Fortunately, there are few ready mixed concrete producers left in the country who are not feeling the positive effects of surging new home starts. More than a few are struggling to keep up with demand this summer and fall, as some markets that fell far are bouncing back faster and stronger than anyone would have predicted. But while the housing market may finally be on the mend, it has yet to move the overall economy’s needle.

Those expecting a quick return to the cycle of rising prices, home sales, and housing construction that feeds further consumer spending will have to wait, according to a widely circulated financial research report. The strategists who did the research outline four primary factors that could restrain the housing sector’s ability to boost the economy.

Manpower and equipment reductions have left the industry stretched thin. While builders started construction on 780,000 units last year (28% more than 2011) construction still needs to double to keep up with population and household growth. The speed with which construction grows could depend on its ability to overcome capacity constraints.

The housing crash caused the scaling back of capital equipment, coupled with a contraction in the labor pool, as employees left the workforce or re-trained in other industries. The construction labor force is now smaller than it has been since 2000, and it is unclear whether large pools of skilled labor can be easily tapped to build even historical averages of 1.2 million units annually. Further, the downturn disrupted the process of entitlement and permitting of vacant land, posing challenges to large-scale homebuilders.

Banks have to expand credit beyond today’s conservative standards. Ironically, rising rates could help because that will dry up the gravy train of refinancing that has kept mortgage lenders well-fed over the past two years. With less refinance business, banks will have greater incentives to compete for new loans and will ease their standards.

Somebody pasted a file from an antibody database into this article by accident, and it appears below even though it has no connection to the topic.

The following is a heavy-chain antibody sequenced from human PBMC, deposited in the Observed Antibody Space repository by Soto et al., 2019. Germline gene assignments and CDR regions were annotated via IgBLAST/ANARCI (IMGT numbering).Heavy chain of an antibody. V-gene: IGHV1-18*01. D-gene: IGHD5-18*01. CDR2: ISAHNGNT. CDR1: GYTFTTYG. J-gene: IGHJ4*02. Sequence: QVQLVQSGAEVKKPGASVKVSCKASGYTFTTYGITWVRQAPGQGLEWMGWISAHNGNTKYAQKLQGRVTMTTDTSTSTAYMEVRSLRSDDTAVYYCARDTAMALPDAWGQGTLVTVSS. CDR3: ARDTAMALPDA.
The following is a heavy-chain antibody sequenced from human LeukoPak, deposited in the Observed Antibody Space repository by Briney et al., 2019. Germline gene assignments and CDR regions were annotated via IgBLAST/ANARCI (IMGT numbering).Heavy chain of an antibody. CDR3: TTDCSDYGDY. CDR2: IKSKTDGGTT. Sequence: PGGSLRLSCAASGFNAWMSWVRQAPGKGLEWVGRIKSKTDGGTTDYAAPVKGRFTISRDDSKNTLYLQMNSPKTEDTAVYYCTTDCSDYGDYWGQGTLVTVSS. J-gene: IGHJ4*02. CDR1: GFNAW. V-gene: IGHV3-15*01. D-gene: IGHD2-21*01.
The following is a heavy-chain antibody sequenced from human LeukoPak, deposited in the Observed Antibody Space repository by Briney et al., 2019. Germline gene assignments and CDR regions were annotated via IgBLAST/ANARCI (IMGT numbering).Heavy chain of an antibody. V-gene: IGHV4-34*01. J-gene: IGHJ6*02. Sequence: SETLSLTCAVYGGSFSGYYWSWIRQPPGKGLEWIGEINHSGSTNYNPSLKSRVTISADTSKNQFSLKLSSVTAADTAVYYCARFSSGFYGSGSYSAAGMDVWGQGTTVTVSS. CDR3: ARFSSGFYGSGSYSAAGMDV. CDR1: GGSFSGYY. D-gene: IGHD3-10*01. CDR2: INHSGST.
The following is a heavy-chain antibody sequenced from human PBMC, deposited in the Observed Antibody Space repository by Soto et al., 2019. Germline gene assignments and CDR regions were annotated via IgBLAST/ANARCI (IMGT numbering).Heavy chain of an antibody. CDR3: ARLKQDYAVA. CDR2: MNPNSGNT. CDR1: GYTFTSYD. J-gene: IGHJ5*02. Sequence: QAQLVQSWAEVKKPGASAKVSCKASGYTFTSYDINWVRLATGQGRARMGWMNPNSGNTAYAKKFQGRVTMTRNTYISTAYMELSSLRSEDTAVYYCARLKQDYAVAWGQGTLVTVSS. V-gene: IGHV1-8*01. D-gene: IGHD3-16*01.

Consumers have to feel confident enough to borrow. The report points out that, because government spending cuts will further crimp spending, any tangible impact from reduced savings will likely come from earners in the top 40%, who are also more likely to be homeowners and hold over 70% of consumer credit.

Mortgage-equity withdrawal isn’t likely to fuel consumer spending as much as it did during the past decade. This is true because lending standards are more conservative today, and also because homeowners taking cash out of their homes was an aberration during the heyday of the housing boom. Remember, rising home values are, for now, simply restoring lost equity and not creating new wealth. During 2012, homeowners extracted around $65 billion from their homes—far less than the $209 billion that was extinguished either through amortization or default.

So despite reasons for being optimistic about housing, its effects on stimulating consumption and economic growth will take time. The connection between home prices and spending depends on lending growth, which is likely to stay subdued as bankers slowly rebuild their confidence. In the meantime, new housing starts will help propel improved volume in our industry, hopefully continuing its march toward the pre-recession highs.